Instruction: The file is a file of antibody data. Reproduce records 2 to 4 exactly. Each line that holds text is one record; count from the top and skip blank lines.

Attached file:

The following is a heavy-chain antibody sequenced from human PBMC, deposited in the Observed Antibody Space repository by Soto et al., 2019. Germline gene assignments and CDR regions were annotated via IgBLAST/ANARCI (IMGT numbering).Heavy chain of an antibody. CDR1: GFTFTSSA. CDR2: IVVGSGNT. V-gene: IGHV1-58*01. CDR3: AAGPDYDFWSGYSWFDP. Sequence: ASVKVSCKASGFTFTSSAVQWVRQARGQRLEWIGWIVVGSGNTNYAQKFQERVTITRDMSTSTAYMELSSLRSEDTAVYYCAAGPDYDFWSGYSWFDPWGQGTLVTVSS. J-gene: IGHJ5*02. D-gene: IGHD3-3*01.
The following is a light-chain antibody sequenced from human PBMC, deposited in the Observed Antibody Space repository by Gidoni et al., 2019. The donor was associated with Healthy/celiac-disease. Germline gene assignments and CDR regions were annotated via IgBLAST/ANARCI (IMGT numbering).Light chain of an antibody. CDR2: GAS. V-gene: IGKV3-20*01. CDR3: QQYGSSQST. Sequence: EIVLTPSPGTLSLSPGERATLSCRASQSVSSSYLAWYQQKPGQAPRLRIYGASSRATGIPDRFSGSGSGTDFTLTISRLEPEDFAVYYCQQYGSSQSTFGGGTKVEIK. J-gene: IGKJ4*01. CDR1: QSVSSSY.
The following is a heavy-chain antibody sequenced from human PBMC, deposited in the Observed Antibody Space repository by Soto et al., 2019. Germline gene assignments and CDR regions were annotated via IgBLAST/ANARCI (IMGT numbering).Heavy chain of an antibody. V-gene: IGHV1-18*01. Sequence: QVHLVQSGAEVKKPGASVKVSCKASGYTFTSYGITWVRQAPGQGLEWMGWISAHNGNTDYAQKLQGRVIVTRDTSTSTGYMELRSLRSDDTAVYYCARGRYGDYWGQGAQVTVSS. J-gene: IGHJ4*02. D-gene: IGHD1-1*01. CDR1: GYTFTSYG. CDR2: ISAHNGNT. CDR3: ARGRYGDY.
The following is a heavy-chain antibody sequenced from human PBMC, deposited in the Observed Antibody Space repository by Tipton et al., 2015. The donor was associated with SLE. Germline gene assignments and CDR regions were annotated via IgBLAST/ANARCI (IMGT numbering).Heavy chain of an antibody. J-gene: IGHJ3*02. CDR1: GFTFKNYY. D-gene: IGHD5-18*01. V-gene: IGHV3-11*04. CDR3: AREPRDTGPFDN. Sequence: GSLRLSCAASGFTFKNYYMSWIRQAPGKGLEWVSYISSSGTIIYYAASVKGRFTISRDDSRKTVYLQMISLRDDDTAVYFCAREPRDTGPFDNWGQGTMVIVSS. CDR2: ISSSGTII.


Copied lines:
The following is a light-chain antibody sequenced from human PBMC, deposited in the Observed Antibody Space repository by Gidoni et al., 2019. The donor was associated with Healthy/celiac-disease. Germline gene assignments and CDR regions were annotated via IgBLAST/ANARCI (IMGT numbering).Light chain of an antibody. CDR2: GAS. V-gene: IGKV3-20*01. CDR3: QQYGSSQST. Sequence: EIVLTPSPGTLSLSPGERATLSCRASQSVSSSYLAWYQQKPGQAPRLRIYGASSRATGIPDRFSGSGSGTDFTLTISRLEPEDFAVYYCQQYGSSQSTFGGGTKVEIK. J-gene: IGKJ4*01. CDR1: QSVSSSY.
The following is a heavy-chain antibody sequenced from human PBMC, deposited in the Observed Antibody Space repository by Soto et al., 2019. Germline gene assignments and CDR regions were annotated via IgBLAST/ANARCI (IMGT numbering).Heavy chain of an antibody. V-gene: IGHV1-18*01. Sequence: QVHLVQSGAEVKKPGASVKVSCKASGYTFTSYGITWVRQAPGQGLEWMGWISAHNGNTDYAQKLQGRVIVTRDTSTSTGYMELRSLRSDDTAVYYCARGRYGDYWGQGAQVTVSS. J-gene: IGHJ4*02. D-gene: IGHD1-1*01. CDR1: GYTFTSYG. CDR2: ISAHNGNT. CDR3: ARGRYGDY.
The following is a heavy-chain antibody sequenced from human PBMC, deposited in the Observed Antibody Space repository by Tipton et al., 2015. The donor was associated with SLE. Germline gene assignments and CDR regions were annotated via IgBLAST/ANARCI (IMGT numbering).Heavy chain of an antibody. J-gene: IGHJ3*02. CDR1: GFTFKNYY. D-gene: IGHD5-18*01. V-gene: IGHV3-11*04. CDR3: AREPRDTGPFDN. Sequence: GSLRLSCAASGFTFKNYYMSWIRQAPGKGLEWVSYISSSGTIIYYAASVKGRFTISRDDSRKTVYLQMISLRDDDTAVYFCAREPRDTGPFDNWGQGTMVIVSS. CDR2: ISSSGTII.